De tu Puño y Letra
On November 25, 2015 – the International Day for the Elimination of Violence Against Women – the City of Quito, Ecuador presented the culminating performance of Suzanne Lacy’s most recent project—built on the aesthetics of relationship, activism, and social transformation—that contributed to a broad social movement in Ecuador.
Hundreds Involved in Planning
In Ecuador, an estimated 6 of every 10 women are victims of violence and only 10% of women escape violent partners. When Lacy arrived in Quito in 2014 she was introduced to the 2012 Cartas de Mujeres project, where 10,000 Ecuadorian women wrote letters on their experiences of violence. She saw the letters as an unanswered plea for action.
Mindful of the importance of supporting and building on the many public education initiatives in Ecuador, Lacy offered to centrally feature the letters in a new production. She brought together city government departments, non-governmental agencies, art organizations and educational institutions to work together in the design and production of the project.
Scores of men attended deeply impactful workshops on masculinities and violence--a curriculum designed by Timm Kroeger of GIZ, an NGO specializing in education on family violence. Each man “adopted” a letter from an unknown woman--an invitation to interrogate his understandings of family violence and through the vehicle of the performance, engage in the public conversation. After months of preparation, including the development of on-going curriculum on family violence in the Universidad de Las Américas (UDLA) Medical School, rehearsals began.
Collaborating Within and Outside of the Artist Community
Lacy’s work is based in a unique highly collaborative design process that engages scores of participants--drawn from a careful analysis of the local environment--in “what if?” sessions. Over time, people offer different talents and concepts to the evolving performance design, ensuring a carefully vetted and deeply participatory event. Many took on roles as advisors, producers, recruiters, and stage managers, among them writer Gabriela Ponce who drafted a script from 1,000 original letters; composer Bruno Louchouarn who produced a stunning score with live and recorded sound; and filmmaker Oderay Game who produced the performance. (see below for more extensive credits?)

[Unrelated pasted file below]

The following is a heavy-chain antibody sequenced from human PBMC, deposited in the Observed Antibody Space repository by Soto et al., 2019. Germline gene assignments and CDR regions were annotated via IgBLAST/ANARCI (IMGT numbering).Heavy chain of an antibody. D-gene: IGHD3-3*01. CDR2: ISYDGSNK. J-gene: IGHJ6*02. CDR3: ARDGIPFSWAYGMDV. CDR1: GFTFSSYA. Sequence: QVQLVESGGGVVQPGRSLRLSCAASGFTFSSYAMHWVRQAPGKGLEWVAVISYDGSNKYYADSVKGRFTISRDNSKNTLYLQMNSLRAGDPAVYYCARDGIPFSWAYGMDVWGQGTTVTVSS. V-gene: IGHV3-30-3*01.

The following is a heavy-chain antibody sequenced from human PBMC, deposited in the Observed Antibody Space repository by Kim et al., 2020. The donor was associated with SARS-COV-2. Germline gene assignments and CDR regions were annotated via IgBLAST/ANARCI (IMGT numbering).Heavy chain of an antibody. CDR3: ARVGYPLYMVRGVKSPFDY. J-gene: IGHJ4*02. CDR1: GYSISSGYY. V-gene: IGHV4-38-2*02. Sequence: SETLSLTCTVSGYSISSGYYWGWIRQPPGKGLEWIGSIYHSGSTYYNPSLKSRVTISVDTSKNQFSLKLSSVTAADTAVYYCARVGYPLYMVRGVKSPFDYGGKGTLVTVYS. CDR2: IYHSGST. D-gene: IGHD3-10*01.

Performance as a Model for an Inclusive Public Conversation
De tu Puño y Letra (By Your Own Hand) explored the difficulties of including men more centrally in this issue. Many men felt that it was not their “issue”; some women were offended by the focus on men; politicians were nervous; and even animal rights activists questioned the use of a bullring as a site for a symbolic public stand in a violence-promoting masculine culture.
Accompanied by the City Band, over 1500 people entered the Plaza Belmonte, greeted by Mediators who served key roles in bringing the audience into the conversational nature of the event. The first three “acts” within the bullring featured a relentless narrative drawn from the authentic voices of Ecuadorian women as read by men—on childhood, the body, and intimate partner violence. The ring slowly filled with hundreds of men of all ages and from all walks of life (including many police officers), who together read individual letters, creating a crescendo of sound, broken by an abrupt silence. The voice of elderly white-haired women amidst 300 men, asked “Why do you call this love?”